The problem is each technician might have their own collection of tools, and they all need to be kept somewhere. All these tools are stored in cryostat machines, cluttering the way for technicians who follow.

But the bigger problem is the bristles wear out quickly, and the metal piece that holds the bristles to the handle, the ferrule, can conduct static electricity and the technician’s body heat to the sample. The transfer of heat and electrical charge makes handling the wispy samples that much more difficult.

What if all these brushes could be combined into one tool, specifically designed for the task?

She asked Farritor if it could be done.

Farritor, who secured his 14th patent this year, is perhaps best known for his work with UNMC researcher Dmitry Oleynikov creating surgical robots. Together, Farritor and Oleynikov founded a new company, Virtual Incision, which has attracted more than $3 million in investments so far. For his part, Oleynikov is listed with nine U.S. patents.

Shane Farritor, an engineer at UNL and co-founder of Virtual Incision, displays his new surgical device during UNeMed Corporation's inaugural UNMC Startup Company Demonstration Day.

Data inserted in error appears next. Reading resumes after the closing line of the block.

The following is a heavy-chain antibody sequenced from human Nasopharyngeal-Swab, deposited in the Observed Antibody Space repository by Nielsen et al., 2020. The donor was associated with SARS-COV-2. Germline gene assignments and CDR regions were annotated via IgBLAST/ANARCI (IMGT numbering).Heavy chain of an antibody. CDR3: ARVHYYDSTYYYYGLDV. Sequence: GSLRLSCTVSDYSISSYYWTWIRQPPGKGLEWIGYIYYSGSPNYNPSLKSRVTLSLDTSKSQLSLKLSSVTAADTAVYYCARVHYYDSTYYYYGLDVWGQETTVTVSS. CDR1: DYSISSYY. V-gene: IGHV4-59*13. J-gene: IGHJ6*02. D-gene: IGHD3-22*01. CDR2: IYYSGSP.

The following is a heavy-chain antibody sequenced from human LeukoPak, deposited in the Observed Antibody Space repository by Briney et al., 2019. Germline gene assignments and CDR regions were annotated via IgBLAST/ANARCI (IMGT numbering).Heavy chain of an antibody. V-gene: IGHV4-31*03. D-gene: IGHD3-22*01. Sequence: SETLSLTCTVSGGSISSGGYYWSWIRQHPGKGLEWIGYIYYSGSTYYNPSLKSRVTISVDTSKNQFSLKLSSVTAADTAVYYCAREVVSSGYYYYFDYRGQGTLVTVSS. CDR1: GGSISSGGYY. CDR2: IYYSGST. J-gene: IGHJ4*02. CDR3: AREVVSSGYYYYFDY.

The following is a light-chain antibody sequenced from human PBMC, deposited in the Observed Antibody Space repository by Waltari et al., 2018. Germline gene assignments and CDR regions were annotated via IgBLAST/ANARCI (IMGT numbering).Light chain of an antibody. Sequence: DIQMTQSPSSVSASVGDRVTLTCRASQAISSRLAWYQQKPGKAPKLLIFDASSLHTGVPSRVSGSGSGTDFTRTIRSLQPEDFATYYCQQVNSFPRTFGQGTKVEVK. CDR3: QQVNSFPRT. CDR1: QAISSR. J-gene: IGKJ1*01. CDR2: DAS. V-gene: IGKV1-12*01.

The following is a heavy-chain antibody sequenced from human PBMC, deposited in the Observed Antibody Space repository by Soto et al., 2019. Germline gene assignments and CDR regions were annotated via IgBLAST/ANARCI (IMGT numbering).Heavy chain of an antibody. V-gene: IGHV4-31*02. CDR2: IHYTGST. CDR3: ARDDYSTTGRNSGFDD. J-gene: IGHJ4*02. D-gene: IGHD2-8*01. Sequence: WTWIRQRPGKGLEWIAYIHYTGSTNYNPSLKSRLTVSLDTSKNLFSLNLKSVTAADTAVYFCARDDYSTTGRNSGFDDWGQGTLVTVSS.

Shane Farritor, an engineer at UNL and co-founder of Virtual Incision, displays his new surgical device during UNeMed’s first UNMC Startup Company Demonstration Day.

Farritor passed Boyum’s idea to one of his graduate students, Tom Frederick, 24, a doctoral candidate in mechanical and material engineering.

“He gets requests all the time,” Frederick said of Farritor. “Every once in a while I’ll poke him for projects, which led him to say, ‘I met this pathologist at UNMC…’”

Frederick jumped on the idea with both feet.

What began as a simple idea, is now Versatool — An ergonomically designed handle with an integrated knife and interchangeable tips using a slick, magnetic coupling system. The design also conducts less heat and less static electricity.

Versatool features magnetic coupling system so technicians can quickly change tips for different tasks.

Versatool features a magnetic coupling system so technicians can quickly change tips for different tasks.

The elegant design perhaps inspired the name of the startup company they formed together, Elegant Instruments.

Boyum and Frederick completed the circle during the 2013 installment of Innovation Week. On Oct. 7, Boyum and Frederick were among the presenters for the first-ever UNMC Startup Company Demonstration Day. There, they officially launched their first product, which can be purchased online.

“Without that face-to-face meeting, this might not have happened,” Frederick said.

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UNeMed Corporation is the technology transfer office (TTO) for the University of Nebraska Medical Center, serving researchers, faculty and staff who develop new biomedical technology and inventions. UNeMed strives to help bring those innovations to the marketplace for a healthier and better world.